05 January 2019 14:31

The aim of the bag charge measure is to collect tax, not public health

Prof. Dr Üstün: 'The bag charge measure is a project that on the one hand places a burden on the people’s shoulders and on the other boost the budget.

Photograph: Mahmut Serdar Alakuş/AA



A charge is to be introduced for plastic shopping bags as part of the restrictions imposed on the consumption of nylon bags and plastic packaging under an amendment to the Environmental Law. With costs accounting for ten kuruş of the twenty-five kuruş plastic bag charge, the fifteen kuruş portion will accrue to the state in tax. Prof. Dr Beyza Üstün sums up the amendment as follows: “The bag charge measure is a project that on the one hand places a burden on the people’s shoulders and on the other boosts the ministry’s budget.”

It is envisaged that the bag charge measure will cut down the use of plastic bags in Turkey, where 25 billion plastic bags are used annually, but no restriction on production is entailed. According to official figures, a total of 8.612 million tonnes of plastic is produced in various sectors and 1.8 million tonnes of plastic packaging is marketed. I spoke to Prof. Dr Beyza Üstün, and Fırat Durel from the Istanbul Chamber of Environmental Engineers, about the bag charge measure within the amendment to the Environmental Law, adopted in the General Assembly of Parliament.


Arguing that measures cannot be taken to protect the environment and ecosystem with fines or money, Environmental Engineer Prof. Dr Beyza Üstün said, “No strategic step that entails charges can protect life. This is a new area for capital to venture into. Casting our eyes back, since 2011 the Ministry of Environment and Urbanization has been a state organ which hands out natural habitats to capital, opens them up for construction and accumulates capital from this. This amendment, too, provides the Ministry of Environment and Urbanization with an additional budgetary contribution. Plastic bag manufacture is in progress and the ministry or the system says, ‘Pay but use it; what you’re doing is a violation, so pay the charge for it up front.’ You cannot reduce anything by charging for its use. The ensuing toll on the people’s budget is an undisputable fact.”


Saying, “Bags continue to be manufactured and plastic continues to be manufactured in all areas, needed or not,” Üstün commented, “It is tragicomic to say, rather than dispensing with the manufacture of such a substance that nature does not recognize, takes centuries to decompose and poses a serious threat to the ecosystem, ‘We are manufacturing it but make sure you cut down on its use’ and place all the responsibility on the people’s shoulders. The bag charge measure is a project that on the one hand places a burden on the people’s shoulders and on the other boosts the ministry’s budget.”


Considering the bag charge measure to be a strategy under an “environmentalist” guise, Üstün stressed that priority must be given to limiting the manufacture of plastic: “This measure is a strategy that does not call a halt to plastic manufacturers, accommodates manufacture and permits the accumulation of capital from this but directly imposes the ensuing burden on the people and is thus one of ‘we are doing good’ under an ‘environmentalist’ guise. That is, nothing will change. Just like with the commercialization of water. The spin of ‘preventing overconsumption’ was put on the giving of water to companies and the selling of water for a charge. The people cannot overuse anyway, they use a certain amount. That’s how it is with plastic bags. Increasing or reducing is not a matter of amount. This measure is not a strategy that will prevent the use of plastic, which is forever being manufactured and encroaches on all phases of our life.”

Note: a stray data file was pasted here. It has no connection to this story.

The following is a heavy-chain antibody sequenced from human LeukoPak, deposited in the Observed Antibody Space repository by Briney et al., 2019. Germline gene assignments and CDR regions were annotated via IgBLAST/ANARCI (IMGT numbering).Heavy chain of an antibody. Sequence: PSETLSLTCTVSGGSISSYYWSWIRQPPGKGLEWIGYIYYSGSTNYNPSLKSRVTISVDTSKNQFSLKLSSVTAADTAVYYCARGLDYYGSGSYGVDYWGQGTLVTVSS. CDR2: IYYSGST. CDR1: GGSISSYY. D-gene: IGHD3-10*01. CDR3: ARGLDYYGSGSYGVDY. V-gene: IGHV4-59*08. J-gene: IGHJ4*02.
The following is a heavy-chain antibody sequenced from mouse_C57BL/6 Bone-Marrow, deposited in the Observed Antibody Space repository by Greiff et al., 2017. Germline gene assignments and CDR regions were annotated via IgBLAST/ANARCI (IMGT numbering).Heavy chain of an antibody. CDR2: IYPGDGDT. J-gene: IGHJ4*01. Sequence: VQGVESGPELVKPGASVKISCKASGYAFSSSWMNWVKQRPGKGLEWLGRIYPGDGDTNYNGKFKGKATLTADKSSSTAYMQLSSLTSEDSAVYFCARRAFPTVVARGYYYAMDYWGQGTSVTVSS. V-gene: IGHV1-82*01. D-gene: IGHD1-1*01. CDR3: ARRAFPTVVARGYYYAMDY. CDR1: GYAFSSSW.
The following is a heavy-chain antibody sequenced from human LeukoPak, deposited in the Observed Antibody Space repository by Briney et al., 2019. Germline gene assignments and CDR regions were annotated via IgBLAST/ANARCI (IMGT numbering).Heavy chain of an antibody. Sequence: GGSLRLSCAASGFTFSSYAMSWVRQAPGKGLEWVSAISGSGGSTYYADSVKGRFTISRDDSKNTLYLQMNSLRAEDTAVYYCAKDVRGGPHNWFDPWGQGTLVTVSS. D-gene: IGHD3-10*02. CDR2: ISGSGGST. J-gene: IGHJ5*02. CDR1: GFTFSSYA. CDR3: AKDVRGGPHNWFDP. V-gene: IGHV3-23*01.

Fırat Durel from the Istanbul Branch of the Chamber of Environmental Engineers also pointed out that the manufacture of plastic must be limited with an eye on public health. Explaining that plastic does not decompose in nature but degrades and spreads in the form of tiny particles (microplastic) and accumulates in aquatic environments, Durel said, “It has emerged from recently conducted research that there is microplastic across the gamut of table salts in Turkey (sea salt, rock salt, lake salt, etc.). Microplastic is a substance that manufactures carcinogens which cannot be expelled from the body. This poses a serious threat to public health and instances of cancer are greatly on the rise.” Stating that plastic bags would serve as a mask for giving a handout to capital,” Durel continued, “Looking at the law, we see it singles out plastic bags in a very pretentious manner. Today we are just discussing the price and how much the state and how much the company gets. Actually, the fundamental problem is restricting single-use plastics, guiding towards durable use and reducing plastic packaging. Under the existing law, the problem is imposed, not on the manufacturer, that is basically capitalist relations, but on the workers and employees who use it. But plastic still continues to be manufactured and there is absolutely no reduction as to this. This law does not trouble itself with reducing the heaps of plastic. Plastic bags serve as a mask for giving a handout to capital.”


With the attempt made in Turkey to circumvent the use of plastic with the bag charge measure, Europe, by contrast, has decided to ban single-use plastic products. Under a resolution on which the European Parliament and European Union Commission agreed on last December, single-use plastic products for which there exist suitable alternatives will be banned from markets as of 2021. Plastic ear sticks, cutlery sets, plates, pipettes, drink mixers, balloon sticks and food covers will not be used in EU countries.